Richard Yates (February 3, 1926 November 7, 1992) was an American novelist and short story writer. He was a chronicler of mid-20th century mainstream American life, often cited as artistically residing somewhere between J. D. Salinger and John Cheever.
Born in Yonkers, New York, Yates came from an unstable home. His parents divorced when he was three and much of his childhood was spent in many different towns and residences. Yates first became interested in journalism and writing while attending Avon Old Farms School in Avon, Connecticut. After leaving Avon, Yates joined the Army, serving in France and Germany during the late 1940s and early 1950s. Upon his return to New York he worked as a journalist, freelance ghost writer (briefly writing speeches for Attorney General Robert Kennedy) and publicity writer for Remington Rand Corporation. His career as a novelist began in 1961 with the publication of the widely heralded Revolutionary Road. He subsequently taught writing at Columbia University, the New School for Social Research,[ Boston University (where his papers are archived), at the University of Iowa Writer's Workshop, at Wichita State University, and at the University of Southern California Master of Professional Writing Program.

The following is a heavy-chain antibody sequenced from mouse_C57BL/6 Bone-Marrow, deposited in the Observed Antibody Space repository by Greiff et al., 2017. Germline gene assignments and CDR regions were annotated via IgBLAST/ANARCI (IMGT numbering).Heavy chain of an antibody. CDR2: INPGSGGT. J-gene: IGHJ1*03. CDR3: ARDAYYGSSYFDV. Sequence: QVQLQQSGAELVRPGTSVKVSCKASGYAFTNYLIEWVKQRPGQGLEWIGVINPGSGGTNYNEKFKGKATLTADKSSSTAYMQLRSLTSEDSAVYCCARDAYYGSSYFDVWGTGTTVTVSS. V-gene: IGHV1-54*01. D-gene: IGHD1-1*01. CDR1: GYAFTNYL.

In 1962, he wrote the screenplay for a film adaptation of William Styron's Lie Down In Darkness. Twice divorced, Yates was the father of three daughters: Sharon, Monica and Gina. In 1992, he died of emphysema and complications from minor surgery in Birmingham, Alabama.